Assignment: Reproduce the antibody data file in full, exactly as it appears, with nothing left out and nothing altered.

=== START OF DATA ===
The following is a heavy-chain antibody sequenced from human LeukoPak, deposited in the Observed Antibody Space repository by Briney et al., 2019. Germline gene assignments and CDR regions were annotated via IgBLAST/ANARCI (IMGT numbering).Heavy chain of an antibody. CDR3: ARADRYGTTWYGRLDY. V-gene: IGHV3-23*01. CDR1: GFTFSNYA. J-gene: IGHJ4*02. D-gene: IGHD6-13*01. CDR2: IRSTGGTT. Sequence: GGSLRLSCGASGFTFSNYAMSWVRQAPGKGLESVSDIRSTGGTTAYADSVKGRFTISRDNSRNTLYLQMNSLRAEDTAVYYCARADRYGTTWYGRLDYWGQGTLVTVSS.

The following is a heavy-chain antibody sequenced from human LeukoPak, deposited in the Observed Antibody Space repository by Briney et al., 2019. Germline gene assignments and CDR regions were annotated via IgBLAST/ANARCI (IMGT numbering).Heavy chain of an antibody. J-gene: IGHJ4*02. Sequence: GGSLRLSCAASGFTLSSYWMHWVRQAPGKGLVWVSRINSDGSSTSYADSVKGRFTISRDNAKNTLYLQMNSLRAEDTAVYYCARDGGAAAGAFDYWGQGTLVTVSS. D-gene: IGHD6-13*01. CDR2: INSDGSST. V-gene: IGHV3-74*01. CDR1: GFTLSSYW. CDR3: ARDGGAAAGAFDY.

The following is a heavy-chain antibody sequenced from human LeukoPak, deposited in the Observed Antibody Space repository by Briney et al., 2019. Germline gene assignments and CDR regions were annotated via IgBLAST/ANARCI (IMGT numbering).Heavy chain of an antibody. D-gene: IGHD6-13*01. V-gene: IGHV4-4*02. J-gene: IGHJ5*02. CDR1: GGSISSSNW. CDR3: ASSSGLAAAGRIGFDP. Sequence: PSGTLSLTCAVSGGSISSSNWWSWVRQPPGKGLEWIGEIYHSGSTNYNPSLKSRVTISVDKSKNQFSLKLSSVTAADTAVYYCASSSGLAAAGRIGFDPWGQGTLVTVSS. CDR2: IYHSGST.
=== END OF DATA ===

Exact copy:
The following is a heavy-chain antibody sequenced from human LeukoPak, deposited in the Observed Antibody Space repository by Briney et al., 2019. Germline gene assignments and CDR regions were annotated via IgBLAST/ANARCI (IMGT numbering).Heavy chain of an antibody. CDR3: ARADRYGTTWYGRLDY. V-gene: IGHV3-23*01. CDR1: GFTFSNYA. J-gene: IGHJ4*02. D-gene: IGHD6-13*01. CDR2: IRSTGGTT. Sequence: GGSLRLSCGASGFTFSNYAMSWVRQAPGKGLESVSDIRSTGGTTAYADSVKGRFTISRDNSRNTLYLQMNSLRAEDTAVYYCARADRYGTTWYGRLDYWGQGTLVTVSS.

The following is a heavy-chain antibody sequenced from human LeukoPak, deposited in the Observed Antibody Space repository by Briney et al., 2019. Germline gene assignments and CDR regions were annotated via IgBLAST/ANARCI (IMGT numbering).Heavy chain of an antibody. J-gene: IGHJ4*02. Sequence: GGSLRLSCAASGFTLSSYWMHWVRQAPGKGLVWVSRINSDGSSTSYADSVKGRFTISRDNAKNTLYLQMNSLRAEDTAVYYCARDGGAAAGAFDYWGQGTLVTVSS. D-gene: IGHD6-13*01. CDR2: INSDGSST. V-gene: IGHV3-74*01. CDR1: GFTLSSYW. CDR3: ARDGGAAAGAFDY.

The following is a heavy-chain antibody sequenced from human LeukoPak, deposited in the Observed Antibody Space repository by Briney et al., 2019. Germline gene assignments and CDR regions were annotated via IgBLAST/ANARCI (IMGT numbering).Heavy chain of an antibody. D-gene: IGHD6-13*01. V-gene: IGHV4-4*02. J-gene: IGHJ5*02. CDR1: GGSISSSNW. CDR3: ASSSGLAAAGRIGFDP. Sequence: PSGTLSLTCAVSGGSISSSNWWSWVRQPPGKGLEWIGEIYHSGSTNYNPSLKSRVTISVDKSKNQFSLKLSSVTAADTAVYYCASSSGLAAAGRIGFDPWGQGTLVTVSS. CDR2: IYHSGST.